Cygnus Radio playlist 6/28/13: The week that was the last wek of June

July 2, 2013

June calendarFranorama 2.0 airs live on Cygnus Radio from 10 a.m.-1 p.m. EDT Fridays (9 a.m.-noon CDT, 7-10 a.m. PDT, 2-4 p.m. GMT) and in the archive in perpetuity. To get to the archives, click here.

Well, for the first time in a long time, there was no planned theme to the most recent episode of Franorama 2.0 on Cygnus Radio. But, as usually happens, some mini-themes begin to sprout from the fertile little garden that is my brain (and, by extension, my wife the laptop, upon which I write this here blog and do this here radio show):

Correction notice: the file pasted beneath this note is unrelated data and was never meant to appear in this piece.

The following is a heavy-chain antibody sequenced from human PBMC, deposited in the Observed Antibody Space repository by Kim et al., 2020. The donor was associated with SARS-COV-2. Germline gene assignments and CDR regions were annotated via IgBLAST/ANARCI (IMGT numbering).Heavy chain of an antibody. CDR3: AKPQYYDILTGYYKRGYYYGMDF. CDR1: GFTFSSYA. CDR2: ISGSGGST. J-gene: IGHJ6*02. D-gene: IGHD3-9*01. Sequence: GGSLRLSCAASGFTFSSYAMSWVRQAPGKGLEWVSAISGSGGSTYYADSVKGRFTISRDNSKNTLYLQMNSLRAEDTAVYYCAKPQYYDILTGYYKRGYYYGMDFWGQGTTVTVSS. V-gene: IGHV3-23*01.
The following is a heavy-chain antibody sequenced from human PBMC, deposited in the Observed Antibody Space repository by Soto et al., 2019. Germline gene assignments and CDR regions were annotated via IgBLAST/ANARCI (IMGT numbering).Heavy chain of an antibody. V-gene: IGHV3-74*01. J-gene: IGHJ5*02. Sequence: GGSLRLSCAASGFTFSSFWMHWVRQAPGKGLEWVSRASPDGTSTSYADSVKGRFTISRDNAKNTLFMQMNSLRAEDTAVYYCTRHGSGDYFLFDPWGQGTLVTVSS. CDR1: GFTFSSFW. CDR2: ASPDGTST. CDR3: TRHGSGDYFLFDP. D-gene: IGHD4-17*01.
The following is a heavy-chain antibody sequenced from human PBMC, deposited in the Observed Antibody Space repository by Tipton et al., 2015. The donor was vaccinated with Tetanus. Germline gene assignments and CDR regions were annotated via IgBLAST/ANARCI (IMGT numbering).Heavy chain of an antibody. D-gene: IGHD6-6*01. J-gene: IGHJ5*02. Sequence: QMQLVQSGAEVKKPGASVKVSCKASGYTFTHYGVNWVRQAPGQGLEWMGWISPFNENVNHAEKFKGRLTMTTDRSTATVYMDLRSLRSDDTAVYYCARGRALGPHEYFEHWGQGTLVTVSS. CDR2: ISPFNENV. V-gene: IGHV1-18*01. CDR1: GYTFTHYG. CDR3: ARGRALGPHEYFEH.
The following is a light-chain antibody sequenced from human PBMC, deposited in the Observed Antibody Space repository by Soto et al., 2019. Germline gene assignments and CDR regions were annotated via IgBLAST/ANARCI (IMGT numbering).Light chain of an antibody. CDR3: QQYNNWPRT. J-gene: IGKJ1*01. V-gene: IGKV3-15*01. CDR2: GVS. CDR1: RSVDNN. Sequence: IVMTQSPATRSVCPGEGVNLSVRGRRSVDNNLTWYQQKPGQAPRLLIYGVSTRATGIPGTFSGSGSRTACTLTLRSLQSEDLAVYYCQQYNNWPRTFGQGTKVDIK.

Game Theory and Big Star: Two cult-following groups that were honored with tribute shows in Manhattan this past weekend. Actually went to the Scott Miller benefit tribute show Saturday night at the Cake Shop, thanks to Ms. Marice, who had an extra ticket. (The quick backstory: Scott, a fine pop singer/songwriter who led Game Theory in the ’80s and The Loud Family in the ’90s, died unexpectedly in April. The benefit was to raise money for his family.) The 18-song show was kinda sloppy and (especially early on) disorganized, but got better as the night went on, highlighted by a couple songs performed by Ted Leo. I didn’t get to the free show at Central Park’s Summerstage the next night — a performance of Big Star’s Third in its entirety (if not in order), headed by Mitch Easter, along with Big Star’s Jody Stephens and Ken Stringfellow, and including the likes of Marshall Crenshaw, Mike Mills and Richard Lloyd. But I noted both events on my show.